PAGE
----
"Poetry gives us permission to dream" - Interview with Nandini Varma and Shantanu Anand

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"Poetry gives us permission to dream" - Interview with Nandini Varma and Shantanu Anand

Airplane Poetry Movement founders discuss the importance of community among poets, and an anthology they have been working on.

Nandini Varma and Shantanu Anand are poets and educators who co-founded the Airplane Poetry Movement (APM). Now having mentored and produced shows with thousands of poets across India, Nandini and Shantanu have a lot to share. In an exclusive interview with Poornima Laxmeshwar, Bengaluru Review’s Editor, the duo discusses their experience with communities of young poets they have worked with over the past seven years. They also shed light on the process behind the publication of 'A Letter A Poem A Home', an anthology of poems and essays they have recently edited.

Credit: Aditya Sinha
Credit: Aditya Sinha

I have heard about APM. But tell us what started you to begin this initiative and how has it evolved over the years. Also, how and why did you arrive with the idea of this anthology of poems.

APM started as an initiative to train young poets and guide them as we too learnt along the way. Apart from this, we wanted to open spaces for poets to share their work with an audience and celebrate the joy of poetry. When we started seven years ago, we had been watching performance poetry, through the works of some American and British contemporary poets. It excited us to see poetry come so alive on stage. Inspired by that, we started APM to explore such possibilities in poetry, and share that with people who were as excited about it as we. In 2016, we co-organised the National Youth Poetry Slam (NYPS) for young poets from schools and colleges to come together and perform their poems. Hundreds of students were a part of it. We really believe growth happens through communities and that’s something that grew after NYPS. In 2018, to continue working with poets, we conducted the 100-poem challenge to encourage writing as a discipline and thousands of poets participated in it. It was one of our most favourite years, it was a real celebration of poetry. The number of people we got to read poems of and saw grow was unreal. The anthology is then a sort of a culmination of all that and the passion for poetry that we’ve experienced over these years through a glimpse of the kind of poetry that the last few years has seen, especially in India.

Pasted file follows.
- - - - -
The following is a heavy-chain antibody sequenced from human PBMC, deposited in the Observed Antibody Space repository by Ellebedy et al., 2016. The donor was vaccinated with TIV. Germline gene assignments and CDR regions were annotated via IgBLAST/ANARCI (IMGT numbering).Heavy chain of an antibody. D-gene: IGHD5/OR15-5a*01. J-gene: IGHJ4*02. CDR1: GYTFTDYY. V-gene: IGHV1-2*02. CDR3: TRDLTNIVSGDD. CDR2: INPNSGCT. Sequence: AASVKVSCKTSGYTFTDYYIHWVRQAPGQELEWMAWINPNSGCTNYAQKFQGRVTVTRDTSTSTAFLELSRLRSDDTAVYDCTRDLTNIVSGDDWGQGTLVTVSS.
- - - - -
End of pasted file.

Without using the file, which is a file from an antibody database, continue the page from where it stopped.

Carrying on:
What makes good poetry? In today’s time where we see poems (or whatever is written in the poetry) overwhelmingly penetrating and present in social media, how do we define good poetry?

There is poetry everywhere, yes, but the more one reads it, the more one finds out for themselves what they like and what they don’t. When it comes to an objectively good poem, we’re probably going to quote Tishani Doshi who said something really beautiful in our conversation with her in the anthology, that poetry is in the ear/heart/eye of the beholder. And we agree and truly believe that. Our personal definition of good might change each time something unexpected comes our way through poetry that blows our mind away. That’s the thing about poetry, you keep expecting something from it, and it finds ways to surprise you. Today especially, there’s a lot of experimentation that can be seen happening within poetry and to try to define good or bad is only closing doors for what may arrive from it.

If you want this anthology to be remembered for, what would that be?

That no one needs to feel like they can’t dream of being poets. We hope people can remember through the anthology that there is a soft corner for anyone who wants to be a poet but is afraid to call themselves one. It’s why there are a wide range of poems in it and spaces for people to write their own poems as well, it’s why there are letters to young poets from those who are on their writing journey too.